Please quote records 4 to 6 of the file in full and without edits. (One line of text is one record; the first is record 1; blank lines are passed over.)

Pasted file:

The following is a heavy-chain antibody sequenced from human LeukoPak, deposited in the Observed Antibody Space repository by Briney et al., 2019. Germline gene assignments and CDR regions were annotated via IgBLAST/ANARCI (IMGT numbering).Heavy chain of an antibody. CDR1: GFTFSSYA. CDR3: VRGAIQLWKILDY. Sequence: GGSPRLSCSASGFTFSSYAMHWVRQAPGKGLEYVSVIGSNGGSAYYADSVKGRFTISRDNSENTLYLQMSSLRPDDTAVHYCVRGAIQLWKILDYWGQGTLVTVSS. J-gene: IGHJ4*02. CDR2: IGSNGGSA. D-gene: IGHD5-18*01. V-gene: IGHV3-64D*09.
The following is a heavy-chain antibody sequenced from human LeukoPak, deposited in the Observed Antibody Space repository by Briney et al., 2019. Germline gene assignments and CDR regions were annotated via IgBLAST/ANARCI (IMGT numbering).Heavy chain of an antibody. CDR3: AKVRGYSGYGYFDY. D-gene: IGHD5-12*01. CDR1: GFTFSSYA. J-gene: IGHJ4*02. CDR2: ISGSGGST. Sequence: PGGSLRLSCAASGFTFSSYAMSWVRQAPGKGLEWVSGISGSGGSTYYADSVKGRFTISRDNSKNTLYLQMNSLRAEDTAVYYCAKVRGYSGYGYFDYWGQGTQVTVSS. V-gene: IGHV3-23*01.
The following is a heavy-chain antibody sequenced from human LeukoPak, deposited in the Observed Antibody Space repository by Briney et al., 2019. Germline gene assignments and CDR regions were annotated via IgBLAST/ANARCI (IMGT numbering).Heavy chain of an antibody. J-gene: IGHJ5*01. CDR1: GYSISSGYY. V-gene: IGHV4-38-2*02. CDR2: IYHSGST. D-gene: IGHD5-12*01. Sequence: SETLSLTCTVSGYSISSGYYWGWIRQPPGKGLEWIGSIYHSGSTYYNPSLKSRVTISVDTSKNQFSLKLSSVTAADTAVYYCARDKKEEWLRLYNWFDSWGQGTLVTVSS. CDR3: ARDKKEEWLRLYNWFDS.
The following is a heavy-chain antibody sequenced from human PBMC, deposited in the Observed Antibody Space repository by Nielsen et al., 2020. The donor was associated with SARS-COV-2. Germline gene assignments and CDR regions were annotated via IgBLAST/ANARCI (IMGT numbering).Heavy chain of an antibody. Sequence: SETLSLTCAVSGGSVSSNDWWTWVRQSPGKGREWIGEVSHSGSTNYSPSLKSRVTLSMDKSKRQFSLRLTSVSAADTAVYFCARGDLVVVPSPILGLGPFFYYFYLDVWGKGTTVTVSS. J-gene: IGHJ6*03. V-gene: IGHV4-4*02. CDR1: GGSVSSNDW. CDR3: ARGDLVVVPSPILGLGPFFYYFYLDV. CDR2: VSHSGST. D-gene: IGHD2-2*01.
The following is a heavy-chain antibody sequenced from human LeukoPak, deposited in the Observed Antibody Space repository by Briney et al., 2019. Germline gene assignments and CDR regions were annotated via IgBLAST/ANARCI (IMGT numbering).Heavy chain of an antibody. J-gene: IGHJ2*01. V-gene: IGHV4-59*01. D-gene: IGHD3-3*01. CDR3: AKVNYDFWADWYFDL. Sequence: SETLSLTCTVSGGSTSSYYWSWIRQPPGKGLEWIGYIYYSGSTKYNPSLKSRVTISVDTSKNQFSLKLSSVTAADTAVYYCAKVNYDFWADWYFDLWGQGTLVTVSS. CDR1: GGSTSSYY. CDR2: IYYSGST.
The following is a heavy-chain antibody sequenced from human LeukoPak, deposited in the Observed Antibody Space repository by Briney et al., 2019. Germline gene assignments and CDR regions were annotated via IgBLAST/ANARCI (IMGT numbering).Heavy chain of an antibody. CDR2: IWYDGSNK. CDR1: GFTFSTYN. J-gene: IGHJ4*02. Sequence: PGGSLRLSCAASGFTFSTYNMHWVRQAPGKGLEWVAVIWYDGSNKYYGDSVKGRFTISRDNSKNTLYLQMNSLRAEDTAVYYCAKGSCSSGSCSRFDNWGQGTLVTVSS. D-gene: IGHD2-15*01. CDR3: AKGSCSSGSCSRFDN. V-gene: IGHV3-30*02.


The following is a heavy-chain antibody sequenced from human PBMC, deposited in the Observed Antibody Space repository by Nielsen et al., 2020. The donor was associated with SARS-COV-2. Germline gene assignments and CDR regions were annotated via IgBLAST/ANARCI (IMGT numbering).Heavy chain of an antibody. Sequence: SETLSLTCAVSGGSVSSNDWWTWVRQSPGKGREWIGEVSHSGSTNYSPSLKSRVTLSMDKSKRQFSLRLTSVSAADTAVYFCARGDLVVVPSPILGLGPFFYYFYLDVWGKGTTVTVSS. J-gene: IGHJ6*03. V-gene: IGHV4-4*02. CDR1: GGSVSSNDW. CDR3: ARGDLVVVPSPILGLGPFFYYFYLDV. CDR2: VSHSGST. D-gene: IGHD2-2*01.
The following is a heavy-chain antibody sequenced from human LeukoPak, deposited in the Observed Antibody Space repository by Briney et al., 2019. Germline gene assignments and CDR regions were annotated via IgBLAST/ANARCI (IMGT numbering).Heavy chain of an antibody. J-gene: IGHJ2*01. V-gene: IGHV4-59*01. D-gene: IGHD3-3*01. CDR3: AKVNYDFWADWYFDL. Sequence: SETLSLTCTVSGGSTSSYYWSWIRQPPGKGLEWIGYIYYSGSTKYNPSLKSRVTISVDTSKNQFSLKLSSVTAADTAVYYCAKVNYDFWADWYFDLWGQGTLVTVSS. CDR1: GGSTSSYY. CDR2: IYYSGST.
The following is a heavy-chain antibody sequenced from human LeukoPak, deposited in the Observed Antibody Space repository by Briney et al., 2019. Germline gene assignments and CDR regions were annotated via IgBLAST/ANARCI (IMGT numbering).Heavy chain of an antibody. CDR2: IWYDGSNK. CDR1: GFTFSTYN. J-gene: IGHJ4*02. Sequence: PGGSLRLSCAASGFTFSTYNMHWVRQAPGKGLEWVAVIWYDGSNKYYGDSVKGRFTISRDNSKNTLYLQMNSLRAEDTAVYYCAKGSCSSGSCSRFDNWGQGTLVTVSS. D-gene: IGHD2-15*01. CDR3: AKGSCSSGSCSRFDN. V-gene: IGHV3-30*02.